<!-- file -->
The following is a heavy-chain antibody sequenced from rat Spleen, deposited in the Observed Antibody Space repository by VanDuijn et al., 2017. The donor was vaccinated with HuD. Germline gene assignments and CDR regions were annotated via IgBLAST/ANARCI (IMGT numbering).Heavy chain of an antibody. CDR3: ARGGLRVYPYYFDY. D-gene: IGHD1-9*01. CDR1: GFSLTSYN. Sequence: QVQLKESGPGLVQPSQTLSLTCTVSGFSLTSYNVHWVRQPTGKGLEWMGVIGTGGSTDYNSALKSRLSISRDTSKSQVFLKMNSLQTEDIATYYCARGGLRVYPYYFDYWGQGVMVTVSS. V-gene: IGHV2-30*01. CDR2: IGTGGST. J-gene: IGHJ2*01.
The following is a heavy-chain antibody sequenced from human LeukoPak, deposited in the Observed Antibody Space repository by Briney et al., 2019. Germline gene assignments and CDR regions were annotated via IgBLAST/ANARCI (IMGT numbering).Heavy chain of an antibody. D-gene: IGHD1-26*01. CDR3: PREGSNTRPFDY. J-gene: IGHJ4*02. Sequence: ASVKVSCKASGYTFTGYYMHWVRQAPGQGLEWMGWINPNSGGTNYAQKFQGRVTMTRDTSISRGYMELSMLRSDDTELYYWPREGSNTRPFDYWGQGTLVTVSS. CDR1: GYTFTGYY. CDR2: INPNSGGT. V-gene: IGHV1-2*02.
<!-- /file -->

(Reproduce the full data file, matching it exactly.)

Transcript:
The following is a heavy-chain antibody sequenced from rat Spleen, deposited in the Observed Antibody Space repository by VanDuijn et al., 2017. The donor was vaccinated with HuD. Germline gene assignments and CDR regions were annotated via IgBLAST/ANARCI (IMGT numbering).Heavy chain of an antibody. CDR3: ARGGLRVYPYYFDY. D-gene: IGHD1-9*01. CDR1: GFSLTSYN. Sequence: QVQLKESGPGLVQPSQTLSLTCTVSGFSLTSYNVHWVRQPTGKGLEWMGVIGTGGSTDYNSALKSRLSISRDTSKSQVFLKMNSLQTEDIATYYCARGGLRVYPYYFDYWGQGVMVTVSS. V-gene: IGHV2-30*01. CDR2: IGTGGST. J-gene: IGHJ2*01.
The following is a heavy-chain antibody sequenced from human LeukoPak, deposited in the Observed Antibody Space repository by Briney et al., 2019. Germline gene assignments and CDR regions were annotated via IgBLAST/ANARCI (IMGT numbering).Heavy chain of an antibody. D-gene: IGHD1-26*01. CDR3: PREGSNTRPFDY. J-gene: IGHJ4*02. Sequence: ASVKVSCKASGYTFTGYYMHWVRQAPGQGLEWMGWINPNSGGTNYAQKFQGRVTMTRDTSISRGYMELSMLRSDDTELYYWPREGSNTRPFDYWGQGTLVTVSS. CDR1: GYTFTGYY. CDR2: INPNSGGT. V-gene: IGHV1-2*02.